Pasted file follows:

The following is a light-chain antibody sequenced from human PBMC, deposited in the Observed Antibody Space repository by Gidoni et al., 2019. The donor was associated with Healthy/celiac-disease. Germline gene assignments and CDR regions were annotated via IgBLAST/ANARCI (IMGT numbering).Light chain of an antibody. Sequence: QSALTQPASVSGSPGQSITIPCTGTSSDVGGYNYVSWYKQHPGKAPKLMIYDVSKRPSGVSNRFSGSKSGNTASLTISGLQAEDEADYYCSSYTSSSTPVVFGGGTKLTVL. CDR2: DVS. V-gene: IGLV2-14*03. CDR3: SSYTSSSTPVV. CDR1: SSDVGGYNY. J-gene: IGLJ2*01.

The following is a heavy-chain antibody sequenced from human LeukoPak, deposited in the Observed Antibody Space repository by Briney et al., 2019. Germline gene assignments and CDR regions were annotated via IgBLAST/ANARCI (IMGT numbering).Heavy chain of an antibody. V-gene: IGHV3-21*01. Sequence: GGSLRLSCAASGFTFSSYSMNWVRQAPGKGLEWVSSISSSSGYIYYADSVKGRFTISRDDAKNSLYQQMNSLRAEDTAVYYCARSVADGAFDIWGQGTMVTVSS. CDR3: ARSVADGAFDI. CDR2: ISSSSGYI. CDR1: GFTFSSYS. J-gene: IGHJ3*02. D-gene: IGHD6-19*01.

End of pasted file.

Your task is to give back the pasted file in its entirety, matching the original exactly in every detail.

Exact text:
The following is a light-chain antibody sequenced from human PBMC, deposited in the Observed Antibody Space repository by Gidoni et al., 2019. The donor was associated with Healthy/celiac-disease. Germline gene assignments and CDR regions were annotated via IgBLAST/ANARCI (IMGT numbering).Light chain of an antibody. Sequence: QSALTQPASVSGSPGQSITIPCTGTSSDVGGYNYVSWYKQHPGKAPKLMIYDVSKRPSGVSNRFSGSKSGNTASLTISGLQAEDEADYYCSSYTSSSTPVVFGGGTKLTVL. CDR2: DVS. V-gene: IGLV2-14*03. CDR3: SSYTSSSTPVV. CDR1: SSDVGGYNY. J-gene: IGLJ2*01.

The following is a heavy-chain antibody sequenced from human LeukoPak, deposited in the Observed Antibody Space repository by Briney et al., 2019. Germline gene assignments and CDR regions were annotated via IgBLAST/ANARCI (IMGT numbering).Heavy chain of an antibody. V-gene: IGHV3-21*01. Sequence: GGSLRLSCAASGFTFSSYSMNWVRQAPGKGLEWVSSISSSSGYIYYADSVKGRFTISRDDAKNSLYQQMNSLRAEDTAVYYCARSVADGAFDIWGQGTMVTVSS. CDR3: ARSVADGAFDI. CDR2: ISSSSGYI. CDR1: GFTFSSYS. J-gene: IGHJ3*02. D-gene: IGHD6-19*01.